White House Press Secretary Robert Gibbs on Monday declined to directly address questions about President Obama’s early support for same-sex marriage and whether the president might again embrace that position before the 2012 election.
In response to questions from the Washington Blade on the president’s 1996 statement favoring marriage rights for same-sex couples, Gibbs noted he wasn’t working for Obama at that time and said he could only restate the president’s current position.
“I was not with the president in 1996,” Gibbs said. “I was younger and thinner back then — same shoe size. I would simply say that throughout the campaign of 2004 and the campaign of 2008, he’s made his position clear on that.”
Pressed on whether Obama had a “political motivation” for changing his position on marriage equality, Gibbs deferred to his previous answer.
In 1996, while campaigning for an Illinois Senate seat, Obama indicated his support on a candidate questionnaire for what is now the Windy City Times, writing, “I favor legalizing same-sex marriages, and would fight efforts to prohibit such marriages.”
A number of LGBT advocates are pushing Obama to speak out in favor of same-sex marriage as some states — such as Rhode Island and Maryland — could see advances in marriage rights, while others — such as New Hampshire — could see a rollback.
Asked whether the president would “re-claim” his support for same-sex marriage before the 2012 election, Gibbs replied, “I’m not in the business of predicting.”
“I think we’ve seen this president be clearly committed to the issue of equality and justice,” Gibbs added. “I can’t speak to 2012. I can speak to 2011 as a year in which a policy like ‘Don’t Ask, Don’t Tell’ will end.”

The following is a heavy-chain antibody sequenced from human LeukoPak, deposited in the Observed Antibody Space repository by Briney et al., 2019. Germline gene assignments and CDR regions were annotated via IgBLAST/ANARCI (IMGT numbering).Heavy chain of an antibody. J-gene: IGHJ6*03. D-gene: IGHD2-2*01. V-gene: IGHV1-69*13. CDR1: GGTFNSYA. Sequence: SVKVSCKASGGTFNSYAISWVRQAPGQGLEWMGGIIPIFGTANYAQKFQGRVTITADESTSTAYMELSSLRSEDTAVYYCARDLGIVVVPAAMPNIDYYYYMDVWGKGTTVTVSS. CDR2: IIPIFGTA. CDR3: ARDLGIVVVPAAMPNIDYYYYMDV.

Obama’s current position is that marriage should be reserved for one man and one woman, although he supports civil unions. Still, the president has suggested his position could “evolve” on the matter and said last month he’s “wrestling” with the idea of marriage rights for gay couples.
Although he opposes same-sex marriage, Obama as a U.S. senator voted against a U.S. constitutional amendment banning same-sex marriage and said he supports full repeal of the Defense of Marriage Act, which prohibits the federal government from recognizing same-sex unions.
A partial transcript of the exchange between the Blade and Gibbs follows:
Washington Blade: Robert, I want to follow-up on the issue of marriage and the president’s 1996 statement. I’ll read it again: “I favor legalizing same-sex marriages,and would fight efforts to prohibit such marriages.” Why has the president abandoned this position?
Robert Gibbs: I can simply — I was not with the president in 1996. I was younger and thinner back then — same shoe size. I would simply say that throughout the campaign of 2004 and the campaign of 2008, he’s made his position clear on that.
Blade: Was there a political motivation for the president to drop his support for same-sex marriage as he pursued higher office?
Gibbs: Again, I would refer you to my previous answer.
Blade: I have a follow-up question.
Gibbs: That’s two, actually, but go ahead. We’ll — I’ll entertain the second.
Blade: Will the president re-claim his support for same-sex marriage before the 2012 election?
Gibbs: [Laughs] I’m not in the business of predicting. I think we’ve seen this president be clearly committed to issues of equality and justice. That’s why — I can’t speak to 2012. I can speak to 2011 as a year in which a policy like “Don’t Ask, Don’t Tell” will end.